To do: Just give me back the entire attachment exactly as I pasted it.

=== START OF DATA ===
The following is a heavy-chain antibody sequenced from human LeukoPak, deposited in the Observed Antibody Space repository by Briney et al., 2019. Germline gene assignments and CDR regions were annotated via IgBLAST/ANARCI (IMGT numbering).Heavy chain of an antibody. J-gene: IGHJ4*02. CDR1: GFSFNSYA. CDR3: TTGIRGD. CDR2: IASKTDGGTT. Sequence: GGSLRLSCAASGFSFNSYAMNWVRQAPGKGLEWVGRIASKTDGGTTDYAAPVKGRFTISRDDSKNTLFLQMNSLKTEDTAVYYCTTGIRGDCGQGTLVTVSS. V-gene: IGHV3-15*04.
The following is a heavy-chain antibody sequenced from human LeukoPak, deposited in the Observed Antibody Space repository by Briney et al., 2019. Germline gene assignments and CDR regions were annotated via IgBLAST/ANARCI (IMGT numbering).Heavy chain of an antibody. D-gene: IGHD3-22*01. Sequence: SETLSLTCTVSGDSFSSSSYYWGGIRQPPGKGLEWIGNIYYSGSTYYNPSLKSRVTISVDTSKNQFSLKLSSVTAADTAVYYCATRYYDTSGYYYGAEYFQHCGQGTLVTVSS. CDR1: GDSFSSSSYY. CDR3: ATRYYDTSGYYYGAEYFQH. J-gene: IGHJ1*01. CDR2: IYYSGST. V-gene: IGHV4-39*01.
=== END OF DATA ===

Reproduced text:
The following is a heavy-chain antibody sequenced from human LeukoPak, deposited in the Observed Antibody Space repository by Briney et al., 2019. Germline gene assignments and CDR regions were annotated via IgBLAST/ANARCI (IMGT numbering).Heavy chain of an antibody. J-gene: IGHJ4*02. CDR1: GFSFNSYA. CDR3: TTGIRGD. CDR2: IASKTDGGTT. Sequence: GGSLRLSCAASGFSFNSYAMNWVRQAPGKGLEWVGRIASKTDGGTTDYAAPVKGRFTISRDDSKNTLFLQMNSLKTEDTAVYYCTTGIRGDCGQGTLVTVSS. V-gene: IGHV3-15*04.
The following is a heavy-chain antibody sequenced from human LeukoPak, deposited in the Observed Antibody Space repository by Briney et al., 2019. Germline gene assignments and CDR regions were annotated via IgBLAST/ANARCI (IMGT numbering).Heavy chain of an antibody. D-gene: IGHD3-22*01. Sequence: SETLSLTCTVSGDSFSSSSYYWGGIRQPPGKGLEWIGNIYYSGSTYYNPSLKSRVTISVDTSKNQFSLKLSSVTAADTAVYYCATRYYDTSGYYYGAEYFQHCGQGTLVTVSS. CDR1: GDSFSSSSYY. CDR3: ATRYYDTSGYYYGAEYFQH. J-gene: IGHJ1*01. CDR2: IYYSGST. V-gene: IGHV4-39*01.